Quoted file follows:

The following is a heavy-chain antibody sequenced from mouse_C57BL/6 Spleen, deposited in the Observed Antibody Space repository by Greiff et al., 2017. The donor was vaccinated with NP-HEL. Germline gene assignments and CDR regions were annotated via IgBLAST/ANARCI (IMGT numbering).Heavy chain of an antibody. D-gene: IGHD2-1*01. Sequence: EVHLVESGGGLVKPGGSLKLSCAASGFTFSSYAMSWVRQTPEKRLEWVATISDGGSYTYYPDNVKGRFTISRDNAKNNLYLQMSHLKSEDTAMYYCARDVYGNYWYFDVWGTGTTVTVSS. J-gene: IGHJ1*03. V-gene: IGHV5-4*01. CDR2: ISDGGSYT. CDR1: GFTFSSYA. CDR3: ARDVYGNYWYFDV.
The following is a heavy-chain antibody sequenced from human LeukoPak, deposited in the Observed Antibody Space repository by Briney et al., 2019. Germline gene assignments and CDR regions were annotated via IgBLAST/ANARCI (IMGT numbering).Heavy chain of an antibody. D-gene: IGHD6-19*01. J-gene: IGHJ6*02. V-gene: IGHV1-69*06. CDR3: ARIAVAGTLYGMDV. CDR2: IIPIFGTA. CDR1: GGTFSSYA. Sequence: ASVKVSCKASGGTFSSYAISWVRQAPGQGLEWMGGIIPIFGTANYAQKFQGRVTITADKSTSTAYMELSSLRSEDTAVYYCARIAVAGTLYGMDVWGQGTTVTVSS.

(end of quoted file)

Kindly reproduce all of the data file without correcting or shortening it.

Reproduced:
The following is a heavy-chain antibody sequenced from mouse_C57BL/6 Spleen, deposited in the Observed Antibody Space repository by Greiff et al., 2017. The donor was vaccinated with NP-HEL. Germline gene assignments and CDR regions were annotated via IgBLAST/ANARCI (IMGT numbering).Heavy chain of an antibody. D-gene: IGHD2-1*01. Sequence: EVHLVESGGGLVKPGGSLKLSCAASGFTFSSYAMSWVRQTPEKRLEWVATISDGGSYTYYPDNVKGRFTISRDNAKNNLYLQMSHLKSEDTAMYYCARDVYGNYWYFDVWGTGTTVTVSS. J-gene: IGHJ1*03. V-gene: IGHV5-4*01. CDR2: ISDGGSYT. CDR1: GFTFSSYA. CDR3: ARDVYGNYWYFDV.
The following is a heavy-chain antibody sequenced from human LeukoPak, deposited in the Observed Antibody Space repository by Briney et al., 2019. Germline gene assignments and CDR regions were annotated via IgBLAST/ANARCI (IMGT numbering).Heavy chain of an antibody. D-gene: IGHD6-19*01. J-gene: IGHJ6*02. V-gene: IGHV1-69*06. CDR3: ARIAVAGTLYGMDV. CDR2: IIPIFGTA. CDR1: GGTFSSYA. Sequence: ASVKVSCKASGGTFSSYAISWVRQAPGQGLEWMGGIIPIFGTANYAQKFQGRVTITADKSTSTAYMELSSLRSEDTAVYYCARIAVAGTLYGMDVWGQGTTVTVSS.